Photo by Carlos Chavarría
In March of this year, the writer Alexander Chee had an intriguing thought during an interview: What if Amtrak hosted writers-in-residence aboard trains? A Twitter storm gathered and Amtrak responded. It’s now accepting 24 writers, and for the first time in a long time, we’ve been reminded of how wildly romantic travel by rail used to be—and could be again. Chee explains.
“Why trains?” was the question I was asked often after Amtrak created the writer’s residency. And I’ve given some answers—the feeling of anonymity, the slipperiness of being in-between places, the room to walk to the next car for a coffee or a beer—but there’s more to it.
In the fall of 1990, I took a nine-day trip, first by rail from Berlin down to Rotterdam, where
I got on the ferry to Hull, then boarding a train for London, and then Edinburgh. I was reading a copy of James Baldwin’s The Fire Next Time that I purchased in a Berlin flea market, and on that first leg, I was obsessed with a young Dutch woman who sat across
from me, knitting, with a black cat in a wicker traveling case by her feet. I remember being envious of her casual confidence as she withdrew a perfect lunch from a picnic basket—a loaf of bread, some beautiful cheese—while I unwrapped my trolley-bought sandwich. She then returned to knitting a beautiful sweater, like the one she wore, stopping again to give the cat water and food. She seemed like the witch of good living.
By the time I departed for Edinburgh, I was still reading the Baldwin, and so it was the English and then Scottish countryside, that patchwork of stunning landscape, that filled me with joy each time I glanced up from the book. It still mixes in my memory with the oatcakes made with butter and honey I ate on that Edinburgh route, and the purr of the Dutch woman’s cat and the clicking of her knitting needles, and underneath it all, the feeling of a train’s wheels on the tracks, and in my mind’s ear, James Baldwin’s words.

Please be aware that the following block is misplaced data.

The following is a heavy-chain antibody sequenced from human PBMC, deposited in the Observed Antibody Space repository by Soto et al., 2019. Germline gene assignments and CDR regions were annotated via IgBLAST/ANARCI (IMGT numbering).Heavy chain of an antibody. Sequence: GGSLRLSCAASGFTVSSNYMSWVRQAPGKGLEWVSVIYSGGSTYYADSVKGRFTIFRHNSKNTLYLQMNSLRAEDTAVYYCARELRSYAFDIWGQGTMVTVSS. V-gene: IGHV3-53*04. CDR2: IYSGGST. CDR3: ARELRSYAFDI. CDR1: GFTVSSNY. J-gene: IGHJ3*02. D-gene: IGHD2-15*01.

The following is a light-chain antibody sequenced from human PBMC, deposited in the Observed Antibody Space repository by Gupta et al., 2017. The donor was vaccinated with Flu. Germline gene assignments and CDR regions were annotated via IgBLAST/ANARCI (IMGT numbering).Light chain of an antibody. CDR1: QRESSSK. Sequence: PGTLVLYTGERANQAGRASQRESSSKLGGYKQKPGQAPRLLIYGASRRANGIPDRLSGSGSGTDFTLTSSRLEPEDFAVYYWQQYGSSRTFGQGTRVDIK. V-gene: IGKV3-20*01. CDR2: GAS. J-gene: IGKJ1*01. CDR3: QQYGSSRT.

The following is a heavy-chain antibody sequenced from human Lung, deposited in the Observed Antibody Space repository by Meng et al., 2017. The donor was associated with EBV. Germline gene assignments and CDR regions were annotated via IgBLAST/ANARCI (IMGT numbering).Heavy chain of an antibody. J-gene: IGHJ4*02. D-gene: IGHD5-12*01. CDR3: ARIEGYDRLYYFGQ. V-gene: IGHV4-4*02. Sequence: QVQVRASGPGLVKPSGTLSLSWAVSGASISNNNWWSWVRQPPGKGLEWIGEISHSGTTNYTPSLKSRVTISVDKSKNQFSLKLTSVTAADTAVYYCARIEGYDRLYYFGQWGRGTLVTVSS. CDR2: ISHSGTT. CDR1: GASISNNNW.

When people speak of the glamour of train travel, I think of these moments more than
I think of some silver dome over an entrée in a dining car. Or a luxurious cabin all to myself. I think of the world. Our current train system isn’t the fanciest. It lacks the elegance of, say,
50 years ago. But I don’t ride trains for that. I don’t want to be too protected from other people. I like the accidental meetings, the flashes of other lives. Before there was social media, there was just the social, like this. Trains are intensely democratic, and that’s why they matter, and why we, as Americans, should invest in them more. The residency was not born of nostalgia for that older time, but, rather, of anticipation for the adventures still to come.
This appeared in the June/July 2014 issue, as part of our Travel Vanguard feature. Read more about the 22 people, ideas, and experiences shaking up the way we travel here.